Future generations of Islamic extremists may surpass the Islamic State in brutality.
In December 2015, Iraq’s army, supported by Shi’a militias and the United States and Iran (working separately on twin tracks) routed Islamic State forces from Ramadi, Iraq. “Despite these territorial losses,” writes Andrew Bowen in the National Interest on December 29 of last year, “ISIL’s worldwide presence is arguably growing.” For example:
1) In Bangladesh, ISIL claimed responsibility for a recent attack on mosque.
2) While Egypt’s civil aviation authorities ruled that the crash of the Russian commercial jet was an accident instead of a terrorist attack, ISIL’s presence in the Sinai continues to bedevil Egypt’s security services.
3) In Afghanistan, ISIL’s presence is becoming a deepening reality as the security situation in the state continues to deteriorate.
4) Yemen is a further front for ISIL where it’s actively competing with AQAP for recruits.
The November Paris attacks underscore how the group has both indirectly inspired and directly supported its followers to wage jihad even in places far beyond their current territorial “state” holdings.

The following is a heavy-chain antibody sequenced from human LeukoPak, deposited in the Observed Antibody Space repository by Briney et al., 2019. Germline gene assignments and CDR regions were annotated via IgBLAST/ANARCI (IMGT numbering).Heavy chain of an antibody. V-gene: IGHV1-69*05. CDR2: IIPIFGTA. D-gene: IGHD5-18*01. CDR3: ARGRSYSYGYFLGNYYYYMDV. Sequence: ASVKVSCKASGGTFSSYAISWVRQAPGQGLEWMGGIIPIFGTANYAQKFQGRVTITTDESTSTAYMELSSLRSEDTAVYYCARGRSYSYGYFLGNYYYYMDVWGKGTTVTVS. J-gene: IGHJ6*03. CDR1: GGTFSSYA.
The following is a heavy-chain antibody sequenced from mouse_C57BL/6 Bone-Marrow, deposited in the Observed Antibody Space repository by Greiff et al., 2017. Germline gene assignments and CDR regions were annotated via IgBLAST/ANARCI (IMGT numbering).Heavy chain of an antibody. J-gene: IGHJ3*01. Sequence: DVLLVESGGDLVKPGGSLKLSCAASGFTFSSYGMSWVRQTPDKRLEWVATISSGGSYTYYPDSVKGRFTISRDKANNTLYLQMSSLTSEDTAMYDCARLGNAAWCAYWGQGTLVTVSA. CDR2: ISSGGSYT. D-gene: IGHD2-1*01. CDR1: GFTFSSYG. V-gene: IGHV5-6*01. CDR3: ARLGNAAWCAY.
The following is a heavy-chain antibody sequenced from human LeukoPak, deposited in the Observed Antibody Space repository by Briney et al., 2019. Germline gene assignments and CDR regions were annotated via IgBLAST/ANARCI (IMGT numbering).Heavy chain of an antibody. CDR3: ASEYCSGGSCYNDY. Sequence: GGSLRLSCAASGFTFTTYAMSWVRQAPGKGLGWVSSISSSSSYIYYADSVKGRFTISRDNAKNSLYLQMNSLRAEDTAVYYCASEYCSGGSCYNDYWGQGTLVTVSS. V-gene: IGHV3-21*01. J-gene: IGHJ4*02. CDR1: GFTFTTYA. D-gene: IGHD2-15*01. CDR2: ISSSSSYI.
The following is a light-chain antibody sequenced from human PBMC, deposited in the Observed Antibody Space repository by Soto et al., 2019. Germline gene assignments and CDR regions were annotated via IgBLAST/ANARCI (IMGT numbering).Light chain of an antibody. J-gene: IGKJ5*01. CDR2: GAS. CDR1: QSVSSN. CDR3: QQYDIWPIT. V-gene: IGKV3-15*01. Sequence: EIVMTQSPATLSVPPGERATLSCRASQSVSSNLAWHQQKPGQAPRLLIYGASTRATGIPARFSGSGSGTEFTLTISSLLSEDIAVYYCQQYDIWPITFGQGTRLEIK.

Even if the “State” is Islamic State is destroyed, Bowen writes that:
The brand represents a broader long-term challenge than the actual “state.” … As long as the narrative of a “caliphate” can exist and its apocalyptic ideology attracts followers, ISIL will continue to be a potent global threat. Long after ISIL loses its territorial hold in Iraq and someday in Syria, its finances are diminished and its first and second generation of leaders are captured and killed, this group will attract new followers and likely gain footholds. The group will continue to be a menace to governments in the Muslim world and globally.
Even more frightening:
In the coming decades, a new generation of militants will either carry the banner of ISIL or the banner of a new organization. Similar to ISIL eclipsing Al Qaeda as the new face of Islamic extremism … a new organization may seek in the future to go farther than Abu Bakr al-Baghdadi ever did. As Jason Burke notes in his excellent new book, The New Threat from Islamic Militancy, it’s not so much ISIL as a singular threat, but a growing global subculture of Islamic extremism (layered in with anti-Semitism, anti-Western and homophobia) that attracts those to reject their current societies and culture and rebel.
Bowen sums up:
It is more “jihadi cool” than ISIL alone which is inspiring some youth to commit domestic terrorist attacks or fight in Syria and Iraq.